The Competition Range continues to expand, with Competition Performance, Naga, and Blackout firm favourites. Having cast all of these new rods, I am totally blown away by the quality of these rods. The Performance is ideally suited to fishing smooth ground beaches yet still has plenty of power in the blank. The Naga is a step-up in power, being able to handle tougher terrain and conditions. The Blackout with its glass tip is an excellent all-rounder, with each rod coming in at under £400, they’re a bargain for what you get too.
The second rod that I fished would use lighter rigs during daylight, and switch over to a pulley pennel at dusk, to maximise my chances of codling. For daylight fishing, I opted for a two hook clipped down rig and a two hook loop rig. Both were kitted out with size 2 Aberdeen hooks, with the smaller species in mind. The hooks were loaded with either ragworm or lug, whilst I worked out which bait was most effective on the day. As it turns out, both baits worked well, perhaps because there were plenty of hungry fish on the prowl.
As there was a fairly large beach dump, I had brought my 7ft tripod with me and moved the cups up to hold the rod tips high, out of the surf for the most part; occasionally, much larger waves would break on the beach, catching the line and racing up the shingle. This served as a good reminder about the safety element of setting up the beach shelter well back from the high tide line.
I kept a close watch on my rod tips to ensure that I noticed when the line slackened off a little: repeated pounding on the line by a big sea gradually moves the grip lead, and it is important to keep the line under tension to ensure bites are observed, and the hooks are set. If the line goes really slack, then it can get buried by the shingle – a phenomenon often called getting shingled – leading to snapped line and lost tackle.
For each session on the beach, I would only be taking some of my lug and rag with me. Whilst I store most of my bait in a Tronixpro Bait Pak to keep it fresh whilst fishing, in weather like this – not too hot and not freezing cold – I keep enough bait for an hour or so in a small Tronixpro Bait Tray. This means I don’t have to keep opening the Bait Pak each time I bait up, thus keeping the stored worms at a constant temperature.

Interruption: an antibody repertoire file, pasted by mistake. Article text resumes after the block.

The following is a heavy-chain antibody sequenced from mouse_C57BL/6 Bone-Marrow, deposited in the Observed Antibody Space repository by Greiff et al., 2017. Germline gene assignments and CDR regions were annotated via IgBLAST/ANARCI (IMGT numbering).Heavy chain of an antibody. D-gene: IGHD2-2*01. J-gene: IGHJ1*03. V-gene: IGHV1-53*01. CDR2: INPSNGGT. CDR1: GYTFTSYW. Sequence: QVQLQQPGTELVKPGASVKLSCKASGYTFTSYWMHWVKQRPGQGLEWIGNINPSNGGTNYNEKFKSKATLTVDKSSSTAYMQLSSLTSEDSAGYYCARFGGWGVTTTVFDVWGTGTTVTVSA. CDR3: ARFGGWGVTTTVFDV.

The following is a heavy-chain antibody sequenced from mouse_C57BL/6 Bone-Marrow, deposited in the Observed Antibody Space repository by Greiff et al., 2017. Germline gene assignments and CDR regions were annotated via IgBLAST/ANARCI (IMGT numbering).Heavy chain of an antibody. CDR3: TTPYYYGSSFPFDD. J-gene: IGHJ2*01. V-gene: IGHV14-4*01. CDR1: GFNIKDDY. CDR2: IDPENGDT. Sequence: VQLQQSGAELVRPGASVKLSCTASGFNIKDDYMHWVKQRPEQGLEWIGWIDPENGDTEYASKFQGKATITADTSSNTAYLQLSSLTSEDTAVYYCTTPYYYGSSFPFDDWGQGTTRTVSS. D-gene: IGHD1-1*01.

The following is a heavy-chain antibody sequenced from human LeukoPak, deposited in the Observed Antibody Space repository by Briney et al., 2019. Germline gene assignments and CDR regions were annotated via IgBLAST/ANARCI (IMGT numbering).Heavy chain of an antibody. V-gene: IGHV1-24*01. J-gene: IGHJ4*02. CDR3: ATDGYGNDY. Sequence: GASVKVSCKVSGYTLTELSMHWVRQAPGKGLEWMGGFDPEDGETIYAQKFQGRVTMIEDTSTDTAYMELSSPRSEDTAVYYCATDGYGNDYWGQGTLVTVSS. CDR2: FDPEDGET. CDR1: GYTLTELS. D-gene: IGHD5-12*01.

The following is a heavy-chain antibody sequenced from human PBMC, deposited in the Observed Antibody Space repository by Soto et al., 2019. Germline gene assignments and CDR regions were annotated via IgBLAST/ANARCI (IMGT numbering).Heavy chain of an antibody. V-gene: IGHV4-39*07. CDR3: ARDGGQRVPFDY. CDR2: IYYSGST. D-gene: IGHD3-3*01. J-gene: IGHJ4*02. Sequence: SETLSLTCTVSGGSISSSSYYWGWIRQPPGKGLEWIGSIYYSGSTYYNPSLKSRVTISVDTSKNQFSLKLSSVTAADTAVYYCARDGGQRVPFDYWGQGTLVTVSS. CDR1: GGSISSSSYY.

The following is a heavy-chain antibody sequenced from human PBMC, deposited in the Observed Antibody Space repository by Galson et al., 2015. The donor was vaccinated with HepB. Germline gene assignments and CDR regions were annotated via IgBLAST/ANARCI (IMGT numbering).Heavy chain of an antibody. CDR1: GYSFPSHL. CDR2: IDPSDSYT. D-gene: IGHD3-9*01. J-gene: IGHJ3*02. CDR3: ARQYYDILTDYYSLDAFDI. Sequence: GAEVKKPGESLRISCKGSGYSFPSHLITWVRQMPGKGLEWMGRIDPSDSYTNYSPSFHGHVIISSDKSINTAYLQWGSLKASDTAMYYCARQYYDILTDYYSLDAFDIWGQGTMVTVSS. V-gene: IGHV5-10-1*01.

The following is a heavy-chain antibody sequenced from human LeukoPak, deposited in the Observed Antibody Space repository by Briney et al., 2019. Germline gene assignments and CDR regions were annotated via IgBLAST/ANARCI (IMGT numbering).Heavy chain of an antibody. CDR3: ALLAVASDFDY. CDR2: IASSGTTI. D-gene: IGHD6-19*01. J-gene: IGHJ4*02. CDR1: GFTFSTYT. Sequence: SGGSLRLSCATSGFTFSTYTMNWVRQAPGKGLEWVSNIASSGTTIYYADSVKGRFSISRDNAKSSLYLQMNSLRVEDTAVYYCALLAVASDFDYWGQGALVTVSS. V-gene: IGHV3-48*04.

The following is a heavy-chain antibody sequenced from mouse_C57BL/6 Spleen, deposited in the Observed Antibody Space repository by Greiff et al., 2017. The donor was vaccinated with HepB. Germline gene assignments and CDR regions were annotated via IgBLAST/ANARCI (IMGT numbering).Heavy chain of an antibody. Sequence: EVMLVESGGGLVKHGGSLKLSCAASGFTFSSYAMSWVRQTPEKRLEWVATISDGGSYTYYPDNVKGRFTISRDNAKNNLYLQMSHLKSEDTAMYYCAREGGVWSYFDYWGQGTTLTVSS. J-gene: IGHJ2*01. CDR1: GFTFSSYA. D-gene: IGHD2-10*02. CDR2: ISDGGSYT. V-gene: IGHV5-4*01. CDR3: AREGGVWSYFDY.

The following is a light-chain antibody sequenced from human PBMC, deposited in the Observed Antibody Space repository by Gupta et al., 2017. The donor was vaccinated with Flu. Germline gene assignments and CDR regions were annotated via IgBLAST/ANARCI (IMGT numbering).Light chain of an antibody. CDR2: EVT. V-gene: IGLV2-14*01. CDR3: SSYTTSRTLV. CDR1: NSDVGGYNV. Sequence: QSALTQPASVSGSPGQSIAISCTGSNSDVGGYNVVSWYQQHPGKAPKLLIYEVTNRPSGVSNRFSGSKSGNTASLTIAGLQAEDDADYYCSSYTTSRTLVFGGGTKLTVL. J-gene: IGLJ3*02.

Three Sessions at Abbotsbury
With my rigs made, I set off to the beach for my first evening session, parking just before the sun was due to set. After a quick scout around the beach, I decided to walk slightly to the west, before going over the big shingle bank to set up. My first baits were in the water as the light just about faded.
It didn’t take long for one of my rod tips to bang around and the line to go slack. Seeing this, and the rod tip bouncing around, I leapt into action with my heart racing due to the adrenalin rush, pouncing on the rod and winding down until I made contact with the fish, then pulling back on the rod tip to ensure the hook was firmly set. Cod on! A short while later and the first codling of the evening was sliding up the shingle. Target accomplished, happy days. After landing some whiting, dogfish and another Chesil beach codling, it was time to head back to the campsite for some well-earned rest after the long drive earlier in the day.
On day two, I decided to head to the beach mid-afternoon, returning to the same spot as the day before. This would allow me plenty of time to ensure my fishing gear was clean and new rigs were ready to go, not wanting to use the first day’s rigs again: no doubt, the hooks would be past their prime, having been dragged up the shingle bank through a big surf on my previous evening’s session.